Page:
Chris Brown: New Kid On The Block

While waiting for a lift in the Manhattan offices of Jive Records, Chris Brown is openly singing to himself, taking little notice of those around him. The singing is sensational, and he is obviously confident, but the song isn’t his; it’s Usher’s “Nice & Slow”. Although it’s safe to say there will never be another Usher, the comparisons have haunted Chris Brown since the video for his new single “Run It” dropped a little less than a month ago. Will this 16-year-old R&B singer and dancer be able to step out from the shadow and carve his own niche?

Former Def Jam A&R Tina Davis (Dru Hill, DMX) seems to think so. After Chris Brown, a Virginia native, auditioned for her and Def Jam Chairman LA Reid in New York, there was obviously something about him that made Tina believe. So much so, that when Chris asked her to become his manager, she agreed, and within months of moving from Def Jam to Jive, she found him a home at the label too.

But as we all know getting signed hardly equals success. Not even close. Just take a look at all the R&B one-hit wonders that have come and gone throughout its musical history. And today the grind is even harder, with the extra pressure of selling units (Soundscan) and the increasing number of urban acts being pushed out by major labels like canned soup from a factory. So what will it take to differentiate Chris Brown from the other R&B artists? And will he be able to sustain a career in this fickle industry? Alternatives speaks directly to the teenage heartthrob as he prepares to drop his debut album. Alternatives: Tell us how you got started?

Chris Brown: Well actually I started with a small production team out of Virginia and they took me to New York. Within a span of two years, I was working with them and another production team in New York. I was 14 at the time.

AHHA: How did you get in touch with the first production company from Virginia? And how did the process of getting signed take place?

Chris Brown: Actually they met my father at a gas station and they said they were looking for talent. From there they hooked me up with some writers and took me to New York. I was in New York for a year and half and one day they were like, ‘Yo Chris we got a meeting at Def Jam!’ I went and performed for Tina Davis and LA Reid, who wanted to sign me on the spot. But soon after Tina got sprung from Def Jam, so I asked her if she wanted to be my manager. She accepted and she took me to Warner Bros, Atlantic and Jive. All of them gave me deals but we picked Jive.

AHHA: Was there ever a moment, between those deals, that you thought maybe it wasn’t going to happen; maybe you would have to go back to Virginia?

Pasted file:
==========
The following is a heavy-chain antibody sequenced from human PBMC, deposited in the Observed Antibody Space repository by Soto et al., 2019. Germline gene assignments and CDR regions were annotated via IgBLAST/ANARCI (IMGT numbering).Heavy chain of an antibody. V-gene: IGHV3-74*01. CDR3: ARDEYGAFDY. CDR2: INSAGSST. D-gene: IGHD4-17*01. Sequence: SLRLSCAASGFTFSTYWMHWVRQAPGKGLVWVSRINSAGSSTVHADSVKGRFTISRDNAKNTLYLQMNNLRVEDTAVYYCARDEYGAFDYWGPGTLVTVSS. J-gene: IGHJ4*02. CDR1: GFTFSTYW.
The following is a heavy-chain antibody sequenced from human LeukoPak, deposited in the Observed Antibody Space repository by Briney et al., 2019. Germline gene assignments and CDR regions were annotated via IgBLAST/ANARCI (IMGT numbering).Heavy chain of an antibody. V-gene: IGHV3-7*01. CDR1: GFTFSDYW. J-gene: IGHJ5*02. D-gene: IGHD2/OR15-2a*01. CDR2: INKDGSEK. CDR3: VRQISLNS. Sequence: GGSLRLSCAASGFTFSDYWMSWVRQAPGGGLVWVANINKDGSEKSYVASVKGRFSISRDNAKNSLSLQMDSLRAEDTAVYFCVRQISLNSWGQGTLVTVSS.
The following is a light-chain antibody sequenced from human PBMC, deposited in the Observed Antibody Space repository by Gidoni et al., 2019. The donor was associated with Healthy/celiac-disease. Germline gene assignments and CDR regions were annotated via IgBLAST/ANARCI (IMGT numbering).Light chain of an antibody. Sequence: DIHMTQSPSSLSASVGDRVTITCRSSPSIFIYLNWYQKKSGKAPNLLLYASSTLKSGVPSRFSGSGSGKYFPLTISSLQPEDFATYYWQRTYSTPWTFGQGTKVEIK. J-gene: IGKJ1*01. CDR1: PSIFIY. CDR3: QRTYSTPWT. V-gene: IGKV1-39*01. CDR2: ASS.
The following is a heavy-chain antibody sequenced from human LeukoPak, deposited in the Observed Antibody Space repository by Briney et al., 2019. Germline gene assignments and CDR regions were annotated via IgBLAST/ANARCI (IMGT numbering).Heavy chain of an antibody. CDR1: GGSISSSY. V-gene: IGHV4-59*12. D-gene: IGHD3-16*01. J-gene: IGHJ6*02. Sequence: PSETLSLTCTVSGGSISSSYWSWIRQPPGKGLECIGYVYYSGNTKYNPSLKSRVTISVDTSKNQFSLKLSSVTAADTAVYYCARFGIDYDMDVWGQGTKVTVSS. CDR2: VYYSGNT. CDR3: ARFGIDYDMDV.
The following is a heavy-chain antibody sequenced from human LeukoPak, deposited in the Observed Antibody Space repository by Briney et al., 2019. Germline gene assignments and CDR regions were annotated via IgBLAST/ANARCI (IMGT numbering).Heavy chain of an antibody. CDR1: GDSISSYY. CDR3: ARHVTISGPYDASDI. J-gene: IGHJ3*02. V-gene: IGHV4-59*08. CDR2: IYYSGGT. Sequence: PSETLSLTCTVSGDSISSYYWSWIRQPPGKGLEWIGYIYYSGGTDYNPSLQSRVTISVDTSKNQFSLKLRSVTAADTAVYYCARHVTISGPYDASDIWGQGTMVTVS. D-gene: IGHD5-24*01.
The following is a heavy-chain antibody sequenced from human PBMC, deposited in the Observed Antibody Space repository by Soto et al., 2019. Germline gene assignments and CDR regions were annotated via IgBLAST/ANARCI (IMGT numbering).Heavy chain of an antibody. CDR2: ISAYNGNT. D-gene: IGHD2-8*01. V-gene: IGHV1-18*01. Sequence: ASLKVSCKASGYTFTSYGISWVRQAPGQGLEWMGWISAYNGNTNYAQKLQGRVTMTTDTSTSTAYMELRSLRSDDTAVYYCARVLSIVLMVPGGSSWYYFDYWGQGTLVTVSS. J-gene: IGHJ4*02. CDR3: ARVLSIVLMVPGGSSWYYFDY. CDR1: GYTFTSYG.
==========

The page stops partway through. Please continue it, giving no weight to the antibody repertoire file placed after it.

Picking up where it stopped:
Chris Brown: Not really. I doubted myself but I never fell back or took steps back. In my head it was always about taking steps forward, taking it higher and higher.

AHHA: Did you experience a culture shock when you came from Virginia to New York?

Chris Brown: When you come to New York for the first time, you really have to get accustomed to it because everyone is not the same. They’re rude up here! You have to get used to that and never think somebody is going to be nice to you all the time. So when I came up here for about a year, I got ‘real’ the New York way, and just stayed to myself and did what I had to do. I tried to grind out and do my music. I really wasn’t shocked at the way of New York; it is what it is. It was still enjoyable.

AHHA: Let’s talk about some of your critics. Now that your first single is out, what would your response be to some of your critics who say Chris Brown is trying to be like Usher or that ‘Run It’ is an average single?

Chris Brown: I would say my style isn’t like Usher. They make the comparisons because we both sing and we both dance. But if it was any other R&B singer/dancer that did the same thing that I did or that Usher did, they would be comparing them to us. And they would be comparing me to them, just as well. I’m doing my thing- Chris Brown- and Usher is doing his thing.

AHHA: Tell us about the new single ‘Run It’. How did the collaboration with Juelz Santana come together?

Chris Brown: Actually when we first recorded it I really wanted to base it around me. I didn’t want to have a rapper on it. I sat on it for a little while and my manager suggested that I should get a rapper on it. We were debating on who it should be and I was already a fan of Dipset. So within the next week we got Juelz on it and he just murdered it. He did his thing.

AHHA: Tell us about the album.

Chris Brown: The album comes out November 29th. We’ve got a lot of hot new producers on it as well as Scott Storch, Cool & Dre, R.Kelly, and Jermaine Dupri. Over five or six months we recorded almost 50 tracks. The album basically consists of [roughly] 15 of those songs with a mix of up-tempos, mid-tempos and ballads. Usually it takes a long time for you to get that hit but the beats were so hot, the hits just kept coming and coming. I’m really excited.

AHHA: How do you describe your style?

Chris Brown: My style is based around Hip-Hop but my singing comes from R&B. I’m influenced by both. I like Rakim and Run DMC. As far as new school I love Lil Wayne, T.I, Young Jeezy, and Dipset. And as far as R&B, it’s Sam Cooke and Michael Jackson.

AHHA: Do you rap?

Chris Brown: Sometimes I like to do a little something but I’m not the one that’s going to put a whole 16 on a track! I play around with it but my style is very old spirited R&B.

AHHA: What’s been the craziest experience since you’ve become recognizable?

Chris Brown: The craziest experience is really just seeing how fans appreciate me. They bug out like, ‘Wow that’s Chris Brown’. I’m just a kid from Virginia and they’re going crazy over me? It doesn’t go to my head. I really appreciate my fans and I try to go to my message board as much as I can and sign as many autographs as I can. This has really been a dream of mine.